Nearly five years after a Berkeley Journalism graduate student began reporting on a deadly Navy helicopter crash, his work has led to the first feature documentary film from UC Berkeley’s Investigative Reporting Program. “Who Killed Lt. Van Dorn?” follows the death of a pilot concerned about the safety of his aircraft to reveal larger failings of the American defense establishment.
In 2014, over winter break of his first year at the UC Berkeley Graduate School of Journalism, Jason Paladino (’15) learned that a friend from his hometown of Truckee, Calif., had been killed in a Navy helicopter crash off the coast of Virginia Beach during a training exercise.
His sadness, then curiosity, launched a nearly five-year investigation into the faulty 53E helicopter and why it’s still in use despite the deaths of 132 Americans in less than four decades. His work culminates in the feature-length documentary, “Who Killed Lt. Van Dorn?” which debuts next month at the 41st Mill Valley Film Festival.
After returning from winter break, Paladino approached Lowell Bergman, founder of the School’s Investigative Reporting Program (IRP), to ask for advice and for financial support to aid his reporting. He later became a fellow at the IRP, and teamed up with Mike Hixenbaugh, then a military reporter at The Virginian-Pilot newspaper, to write a handful of print pieces on the helicopter and the military’s lack of response to its disturbing safety record. NBC Nightly News also broadcast a version of the story in 2015.
So why invest more time in the story and pursue a documentary? A film offered space to report it thoroughly and give it a natural story arc. “There were some fundamental questions about why things didn’t go as they should, which we didn’t get to until we expanded to a bigger project,” says Paladino.
“Who Killed Lt. Van Dorn” is directed by Zachary Stauffer, a staff producer at the IRP and a 2008 graduate of the documentary program. Stauffer has years of experience shooting documentaries, including many for PBS “Frontline.” Paladino was the film’s associate producer and, together with Hixenbaugh and Stauffer, one of its reporters.
The film centers around the life, efforts and death of Lt. Wes Van Dorn, the pilot flying the helicopter in which Paladino’s friend, Brian Collins, died. Through interviews with Van Dorn’s colleagues and family and an extensive review of Navy documents and other public records, the reporters learned that Van Dorn had been alerting higher-ups in the Navy about cultural problems in his squadron and questionable maintenance practices on the MH-53E Sea Dragon, the Navy’s version of the helicopter. The film goes on to explore how the Congress and Pentagon’s decision-making process and priorities contributed to the 53E’s dismal safety record.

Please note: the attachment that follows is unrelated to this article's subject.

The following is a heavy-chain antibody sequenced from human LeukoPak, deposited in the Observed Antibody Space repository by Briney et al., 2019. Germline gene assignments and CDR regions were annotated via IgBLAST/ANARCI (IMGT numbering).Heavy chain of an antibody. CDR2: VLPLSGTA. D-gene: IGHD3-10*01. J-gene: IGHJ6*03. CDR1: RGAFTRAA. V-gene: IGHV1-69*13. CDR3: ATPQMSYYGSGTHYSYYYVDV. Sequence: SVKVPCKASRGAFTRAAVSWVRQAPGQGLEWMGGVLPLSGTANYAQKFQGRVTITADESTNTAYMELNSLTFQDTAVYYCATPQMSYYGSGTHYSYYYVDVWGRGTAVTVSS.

In total, 18 J-School students and graduates worked on the film, assisting with everything from graphic illustrations to background research to lending an extra hand on camera. “The IRP and the J-School were essential to this project,” says Stauffer. “They backed us and said, ‘We will see this through.’ We’re fortunate to be allowed to explore things that are not always front and center in the documentary world.”
Paladino knows that a film about the military isn’t expected out of Berkeley. “We had sources say, ‘You’re from where?’” he says. But Stauffer, who’s been working on the film for three years, says, “We clearly established ourselves as the people who cared about this and are going to stay and hear you out.”
The military declined to participate in the documentary. Both the Navy and the Marines still fly the 53E. The Marines have introduced a newer model, the CH-53K King Stallion, but the Navy has no plans to buy the helicopter.
Although the evidence the film presents is troubling, Paladino and Stauffer don’t expect radical change in the military as a result of its disclosures. “The defense establishment is a tough thing to turn around,” says Stauffer. Even so, they hope that the film provides a way for those affected by the 2014 crash and others in the military “to have their voices heard, to be listened to, to say their piece,” Stauffer says.
The film premieres at the Mill Valley Film Festival on Oct. 7 and Oct. 9.
By Mara Kardas-Nelson (‘20)